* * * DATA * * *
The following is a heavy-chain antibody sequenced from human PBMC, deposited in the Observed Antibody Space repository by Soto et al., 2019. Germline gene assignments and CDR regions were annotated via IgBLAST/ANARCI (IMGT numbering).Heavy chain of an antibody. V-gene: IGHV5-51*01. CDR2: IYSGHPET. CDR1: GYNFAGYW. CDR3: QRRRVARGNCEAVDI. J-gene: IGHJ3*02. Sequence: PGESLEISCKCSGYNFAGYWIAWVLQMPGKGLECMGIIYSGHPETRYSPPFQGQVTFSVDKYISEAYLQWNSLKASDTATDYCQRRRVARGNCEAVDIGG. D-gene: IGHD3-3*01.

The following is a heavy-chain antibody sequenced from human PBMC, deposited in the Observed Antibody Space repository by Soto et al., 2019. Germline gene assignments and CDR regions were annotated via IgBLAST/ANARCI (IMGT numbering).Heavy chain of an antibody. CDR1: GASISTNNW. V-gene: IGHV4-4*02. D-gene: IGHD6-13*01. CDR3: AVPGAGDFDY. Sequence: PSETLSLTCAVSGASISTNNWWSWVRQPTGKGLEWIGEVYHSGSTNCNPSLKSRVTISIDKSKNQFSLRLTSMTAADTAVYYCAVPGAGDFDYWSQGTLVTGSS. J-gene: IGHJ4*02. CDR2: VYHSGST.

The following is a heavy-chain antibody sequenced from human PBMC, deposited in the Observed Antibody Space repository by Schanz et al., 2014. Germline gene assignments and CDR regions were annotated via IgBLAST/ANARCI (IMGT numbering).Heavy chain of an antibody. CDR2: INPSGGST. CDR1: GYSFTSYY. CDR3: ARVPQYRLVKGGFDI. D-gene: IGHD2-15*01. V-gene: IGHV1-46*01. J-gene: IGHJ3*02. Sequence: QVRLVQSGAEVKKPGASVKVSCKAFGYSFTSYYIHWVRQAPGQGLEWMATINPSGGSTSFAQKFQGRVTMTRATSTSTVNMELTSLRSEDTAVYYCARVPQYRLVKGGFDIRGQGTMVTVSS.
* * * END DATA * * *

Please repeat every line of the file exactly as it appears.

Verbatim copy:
The following is a heavy-chain antibody sequenced from human PBMC, deposited in the Observed Antibody Space repository by Soto et al., 2019. Germline gene assignments and CDR regions were annotated via IgBLAST/ANARCI (IMGT numbering).Heavy chain of an antibody. V-gene: IGHV5-51*01. CDR2: IYSGHPET. CDR1: GYNFAGYW. CDR3: QRRRVARGNCEAVDI. J-gene: IGHJ3*02. Sequence: PGESLEISCKCSGYNFAGYWIAWVLQMPGKGLECMGIIYSGHPETRYSPPFQGQVTFSVDKYISEAYLQWNSLKASDTATDYCQRRRVARGNCEAVDIGG. D-gene: IGHD3-3*01.

The following is a heavy-chain antibody sequenced from human PBMC, deposited in the Observed Antibody Space repository by Soto et al., 2019. Germline gene assignments and CDR regions were annotated via IgBLAST/ANARCI (IMGT numbering).Heavy chain of an antibody. CDR1: GASISTNNW. V-gene: IGHV4-4*02. D-gene: IGHD6-13*01. CDR3: AVPGAGDFDY. Sequence: PSETLSLTCAVSGASISTNNWWSWVRQPTGKGLEWIGEVYHSGSTNCNPSLKSRVTISIDKSKNQFSLRLTSMTAADTAVYYCAVPGAGDFDYWSQGTLVTGSS. J-gene: IGHJ4*02. CDR2: VYHSGST.

The following is a heavy-chain antibody sequenced from human PBMC, deposited in the Observed Antibody Space repository by Schanz et al., 2014. Germline gene assignments and CDR regions were annotated via IgBLAST/ANARCI (IMGT numbering).Heavy chain of an antibody. CDR2: INPSGGST. CDR1: GYSFTSYY. CDR3: ARVPQYRLVKGGFDI. D-gene: IGHD2-15*01. V-gene: IGHV1-46*01. J-gene: IGHJ3*02. Sequence: QVRLVQSGAEVKKPGASVKVSCKAFGYSFTSYYIHWVRQAPGQGLEWMATINPSGGSTSFAQKFQGRVTMTRATSTSTVNMELTSLRSEDTAVYYCARVPQYRLVKGGFDIRGQGTMVTVSS.